This bread smells terrific as it bakes. The cheese flavor is subtle. For best texture, avoid the temptation of cutting into it before it has cooled completely. It's great for making cheese toast, croutons and when, it's a few days stale, stratas.
The starter used here is a 50-50 mix (by weight) of bread flour and water, plus a pinch of active dry yeast. It is described in an accompanying article. See http://www.washingtonpost.com/wp-dyn/content/article/2010/07/27/AR2010072702947.html?sid=ST2010072702964.
The cheddar powder called for in this recipe is not the stuff in blue boxes of dried macaroni and cheese. It is available at Spice and Tea Exchange of Alexandria (571-312-8505) and through several online purveyors. Dried powdered gluten is available at organic markets.
Servings: 2 loaves
- 32 ounces (6 to 7 cups) bread flour, plus more for the work surface
- 2 ounces (scant 1/2 cup) cheddar powder (see headnote)
- 1 ounce (scant 3 tablespoons) dried onion flakes
- 1 ounce (about 2 1/2 tablespoons) gluten (see headnote)
- .30 ounce (about 1 1/2 teaspoons) salt (2 teaspoons)
- .10 ounce (about 1/3 cup) dried chives
- 2 ounces (scant 1 cup) grated cheddar cheese, plus more for finishing the loaves
- 14 ounces starter (50-50 water and flour by weight; see related sidebar)
- 19 ounces water
- Egg wash (1 medium egg yolk blended with 1/2 eggshell of water)
Combine the flour, cheddar powder, dried onion, gluten, salt, dried chives and cheese in the bowl of a stand mixer; toss to incorporate and coat the cheese.
Stir the starter into the water, then add the flour mixture. Stir, then knead using a stand mixer fitted with a dough hook on medium speed for 10 minutes to form a smooth elastic dough. (This dough will start off as slack, but will tighten up as it rises and the dried onions absorb water.)
Cover with a damp cloth and let rise in a cool room for at least 6 hours and up to overnight. When the dough has doubled, knock it down and divide it in half.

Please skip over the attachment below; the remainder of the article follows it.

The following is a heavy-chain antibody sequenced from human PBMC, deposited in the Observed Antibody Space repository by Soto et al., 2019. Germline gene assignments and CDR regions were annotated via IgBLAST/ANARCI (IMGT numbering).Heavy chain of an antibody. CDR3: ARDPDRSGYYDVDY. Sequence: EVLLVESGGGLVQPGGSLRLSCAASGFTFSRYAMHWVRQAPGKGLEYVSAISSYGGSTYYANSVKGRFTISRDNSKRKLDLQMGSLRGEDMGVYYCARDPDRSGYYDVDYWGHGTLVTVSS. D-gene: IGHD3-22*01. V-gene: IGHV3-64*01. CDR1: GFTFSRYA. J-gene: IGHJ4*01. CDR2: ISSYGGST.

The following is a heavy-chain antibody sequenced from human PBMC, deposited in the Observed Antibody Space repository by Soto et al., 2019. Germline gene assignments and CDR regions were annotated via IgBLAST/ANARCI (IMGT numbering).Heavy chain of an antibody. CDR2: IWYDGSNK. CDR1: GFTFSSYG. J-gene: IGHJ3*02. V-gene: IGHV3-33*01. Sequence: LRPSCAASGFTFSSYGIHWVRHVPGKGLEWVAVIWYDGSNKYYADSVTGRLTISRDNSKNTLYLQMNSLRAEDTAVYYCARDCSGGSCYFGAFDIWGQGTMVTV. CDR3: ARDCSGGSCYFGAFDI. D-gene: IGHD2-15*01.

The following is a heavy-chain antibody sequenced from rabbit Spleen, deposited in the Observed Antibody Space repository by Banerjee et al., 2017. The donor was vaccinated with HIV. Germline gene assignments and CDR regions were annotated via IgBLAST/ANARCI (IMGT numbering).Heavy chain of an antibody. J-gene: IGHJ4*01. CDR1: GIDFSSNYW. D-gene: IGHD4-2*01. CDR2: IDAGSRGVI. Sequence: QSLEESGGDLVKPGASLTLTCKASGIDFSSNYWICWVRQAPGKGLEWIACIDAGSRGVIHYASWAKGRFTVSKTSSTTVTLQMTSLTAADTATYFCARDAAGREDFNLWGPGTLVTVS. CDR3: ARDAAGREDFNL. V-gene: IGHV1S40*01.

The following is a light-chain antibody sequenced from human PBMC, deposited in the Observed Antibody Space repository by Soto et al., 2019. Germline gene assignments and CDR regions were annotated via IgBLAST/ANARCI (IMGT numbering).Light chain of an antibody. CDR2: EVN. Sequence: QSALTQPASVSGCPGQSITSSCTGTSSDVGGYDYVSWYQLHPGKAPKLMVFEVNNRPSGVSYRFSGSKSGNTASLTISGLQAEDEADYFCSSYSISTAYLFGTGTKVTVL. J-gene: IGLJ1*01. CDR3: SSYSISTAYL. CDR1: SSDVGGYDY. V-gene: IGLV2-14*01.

Lightly flour a work surface. Transfer the dough to the surface and knead each half into a ball. Cover with a clean dish towel and let the dough rest for 10 to 15 minutes.
Add flour to the work surface as needed. Line a baking sheet with parchment paper.
Knead each half into an oval using the heel of your hand, then knead down the middle of the oval and fold over to create a loaf. Turn in a clockwise fashion and repeat several times. Form 2 oblong loaves. Set the loaves on the parchment-paper-covered baking sheet and cover with a damp cloth to rise for about 45 minutes, until almost doubled.
To bake: Place a cast-iron skillet or small, shallow baking pan on an oven rack positioned on the next level below the middle rack. Preheat the oven to 425 degrees.
When the loaves are ready for baking, brush them all over with the egg wash. Use a sharp knife to slash shallow vents on the tops of the loaves, then sprinkle a little grated cheese over them.
Place the loaves in the oven and toss about 1/2 cup of water into the hot skillet or pan below the bread. Close the oven immediately. Bake for 25 minutes until golden brown (the internal temperature should be at least 190 degrees).
Transfer to wire racks to cool before cutting into slices or freezing.
From Silver Spring home baker Tish Hall.
Tested by Bonnie S. Benwick.
E-mail questions to the Food Section at email@example.com.